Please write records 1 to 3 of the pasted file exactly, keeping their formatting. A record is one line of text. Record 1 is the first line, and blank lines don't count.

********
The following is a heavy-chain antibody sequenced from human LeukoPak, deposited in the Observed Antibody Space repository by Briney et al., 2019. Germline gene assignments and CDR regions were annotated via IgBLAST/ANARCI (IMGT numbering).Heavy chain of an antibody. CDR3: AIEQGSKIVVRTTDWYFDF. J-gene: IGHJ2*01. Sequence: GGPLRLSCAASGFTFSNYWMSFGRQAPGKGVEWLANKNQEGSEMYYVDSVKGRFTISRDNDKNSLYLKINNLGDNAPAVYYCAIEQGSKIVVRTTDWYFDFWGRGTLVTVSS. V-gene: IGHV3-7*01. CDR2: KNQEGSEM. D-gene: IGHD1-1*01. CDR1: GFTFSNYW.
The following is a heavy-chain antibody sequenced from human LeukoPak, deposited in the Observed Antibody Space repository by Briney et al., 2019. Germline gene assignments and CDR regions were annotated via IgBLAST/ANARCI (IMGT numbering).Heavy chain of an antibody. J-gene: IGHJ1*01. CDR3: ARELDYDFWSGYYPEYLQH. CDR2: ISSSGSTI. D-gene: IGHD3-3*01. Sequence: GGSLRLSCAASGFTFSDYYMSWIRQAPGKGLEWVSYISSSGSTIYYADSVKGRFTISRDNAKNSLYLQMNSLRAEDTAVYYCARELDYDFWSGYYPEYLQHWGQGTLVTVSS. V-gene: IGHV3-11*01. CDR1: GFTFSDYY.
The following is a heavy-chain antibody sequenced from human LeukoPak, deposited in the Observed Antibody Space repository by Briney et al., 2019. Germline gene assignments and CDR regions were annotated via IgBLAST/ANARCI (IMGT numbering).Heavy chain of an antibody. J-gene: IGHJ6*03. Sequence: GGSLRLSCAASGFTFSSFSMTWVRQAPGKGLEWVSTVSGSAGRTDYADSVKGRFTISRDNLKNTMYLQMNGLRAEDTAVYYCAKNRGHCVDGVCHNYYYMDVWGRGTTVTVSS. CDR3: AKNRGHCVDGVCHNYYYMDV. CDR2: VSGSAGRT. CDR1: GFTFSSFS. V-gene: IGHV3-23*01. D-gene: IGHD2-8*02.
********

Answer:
The following is a heavy-chain antibody sequenced from human LeukoPak, deposited in the Observed Antibody Space repository by Briney et al., 2019. Germline gene assignments and CDR regions were annotated via IgBLAST/ANARCI (IMGT numbering).Heavy chain of an antibody. CDR3: AIEQGSKIVVRTTDWYFDF. J-gene: IGHJ2*01. Sequence: GGPLRLSCAASGFTFSNYWMSFGRQAPGKGVEWLANKNQEGSEMYYVDSVKGRFTISRDNDKNSLYLKINNLGDNAPAVYYCAIEQGSKIVVRTTDWYFDFWGRGTLVTVSS. V-gene: IGHV3-7*01. CDR2: KNQEGSEM. D-gene: IGHD1-1*01. CDR1: GFTFSNYW.
The following is a heavy-chain antibody sequenced from human LeukoPak, deposited in the Observed Antibody Space repository by Briney et al., 2019. Germline gene assignments and CDR regions were annotated via IgBLAST/ANARCI (IMGT numbering).Heavy chain of an antibody. J-gene: IGHJ1*01. CDR3: ARELDYDFWSGYYPEYLQH. CDR2: ISSSGSTI. D-gene: IGHD3-3*01. Sequence: GGSLRLSCAASGFTFSDYYMSWIRQAPGKGLEWVSYISSSGSTIYYADSVKGRFTISRDNAKNSLYLQMNSLRAEDTAVYYCARELDYDFWSGYYPEYLQHWGQGTLVTVSS. V-gene: IGHV3-11*01. CDR1: GFTFSDYY.
The following is a heavy-chain antibody sequenced from human LeukoPak, deposited in the Observed Antibody Space repository by Briney et al., 2019. Germline gene assignments and CDR regions were annotated via IgBLAST/ANARCI (IMGT numbering).Heavy chain of an antibody. J-gene: IGHJ6*03. Sequence: GGSLRLSCAASGFTFSSFSMTWVRQAPGKGLEWVSTVSGSAGRTDYADSVKGRFTISRDNLKNTMYLQMNGLRAEDTAVYYCAKNRGHCVDGVCHNYYYMDVWGRGTTVTVSS. CDR3: AKNRGHCVDGVCHNYYYMDV. CDR2: VSGSAGRT. CDR1: GFTFSSFS. V-gene: IGHV3-23*01. D-gene: IGHD2-8*02.